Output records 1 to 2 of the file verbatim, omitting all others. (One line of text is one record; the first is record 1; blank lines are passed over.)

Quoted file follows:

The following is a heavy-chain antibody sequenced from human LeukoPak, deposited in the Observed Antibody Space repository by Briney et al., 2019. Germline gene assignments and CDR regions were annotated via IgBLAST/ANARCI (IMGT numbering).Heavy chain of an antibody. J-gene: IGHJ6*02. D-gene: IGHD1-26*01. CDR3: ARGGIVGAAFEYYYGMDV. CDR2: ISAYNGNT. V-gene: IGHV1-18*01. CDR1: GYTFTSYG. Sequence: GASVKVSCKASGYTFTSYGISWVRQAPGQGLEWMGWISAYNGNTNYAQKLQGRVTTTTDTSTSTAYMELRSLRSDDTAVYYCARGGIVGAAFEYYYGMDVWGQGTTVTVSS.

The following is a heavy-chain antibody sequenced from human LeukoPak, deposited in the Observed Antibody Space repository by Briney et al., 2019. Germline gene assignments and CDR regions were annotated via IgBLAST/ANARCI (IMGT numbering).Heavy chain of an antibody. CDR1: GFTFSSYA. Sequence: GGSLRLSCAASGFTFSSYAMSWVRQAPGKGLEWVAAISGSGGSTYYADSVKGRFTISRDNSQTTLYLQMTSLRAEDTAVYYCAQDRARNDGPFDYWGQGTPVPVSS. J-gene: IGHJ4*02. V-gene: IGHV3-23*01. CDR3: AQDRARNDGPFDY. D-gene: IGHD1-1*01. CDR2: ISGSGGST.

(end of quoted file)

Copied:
The following is a heavy-chain antibody sequenced from human LeukoPak, deposited in the Observed Antibody Space repository by Briney et al., 2019. Germline gene assignments and CDR regions were annotated via IgBLAST/ANARCI (IMGT numbering).Heavy chain of an antibody. J-gene: IGHJ6*02. D-gene: IGHD1-26*01. CDR3: ARGGIVGAAFEYYYGMDV. CDR2: ISAYNGNT. V-gene: IGHV1-18*01. CDR1: GYTFTSYG. Sequence: GASVKVSCKASGYTFTSYGISWVRQAPGQGLEWMGWISAYNGNTNYAQKLQGRVTTTTDTSTSTAYMELRSLRSDDTAVYYCARGGIVGAAFEYYYGMDVWGQGTTVTVSS.

The following is a heavy-chain antibody sequenced from human LeukoPak, deposited in the Observed Antibody Space repository by Briney et al., 2019. Germline gene assignments and CDR regions were annotated via IgBLAST/ANARCI (IMGT numbering).Heavy chain of an antibody. CDR1: GFTFSSYA. Sequence: GGSLRLSCAASGFTFSSYAMSWVRQAPGKGLEWVAAISGSGGSTYYADSVKGRFTISRDNSQTTLYLQMTSLRAEDTAVYYCAQDRARNDGPFDYWGQGTPVPVSS. J-gene: IGHJ4*02. V-gene: IGHV3-23*01. CDR3: AQDRARNDGPFDY. D-gene: IGHD1-1*01. CDR2: ISGSGGST.